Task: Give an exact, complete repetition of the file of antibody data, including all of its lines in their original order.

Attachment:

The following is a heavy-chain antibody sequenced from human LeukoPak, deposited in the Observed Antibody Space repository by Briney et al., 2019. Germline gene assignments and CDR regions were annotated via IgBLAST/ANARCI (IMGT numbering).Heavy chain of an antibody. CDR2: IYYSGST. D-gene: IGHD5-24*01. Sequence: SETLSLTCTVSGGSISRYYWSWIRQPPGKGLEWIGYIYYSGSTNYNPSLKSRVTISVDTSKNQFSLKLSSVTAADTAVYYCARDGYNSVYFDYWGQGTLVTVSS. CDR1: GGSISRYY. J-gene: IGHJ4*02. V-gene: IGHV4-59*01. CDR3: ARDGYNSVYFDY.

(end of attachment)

The following is a heavy-chain antibody sequenced from human LeukoPak, deposited in the Observed Antibody Space repository by Briney et al., 2019. Germline gene assignments and CDR regions were annotated via IgBLAST/ANARCI (IMGT numbering).Heavy chain of an antibody. CDR2: IYYSGST. D-gene: IGHD5-24*01. Sequence: SETLSLTCTVSGGSISRYYWSWIRQPPGKGLEWIGYIYYSGSTNYNPSLKSRVTISVDTSKNQFSLKLSSVTAADTAVYYCARDGYNSVYFDYWGQGTLVTVSS. CDR1: GGSISRYY. J-gene: IGHJ4*02. V-gene: IGHV4-59*01. CDR3: ARDGYNSVYFDY.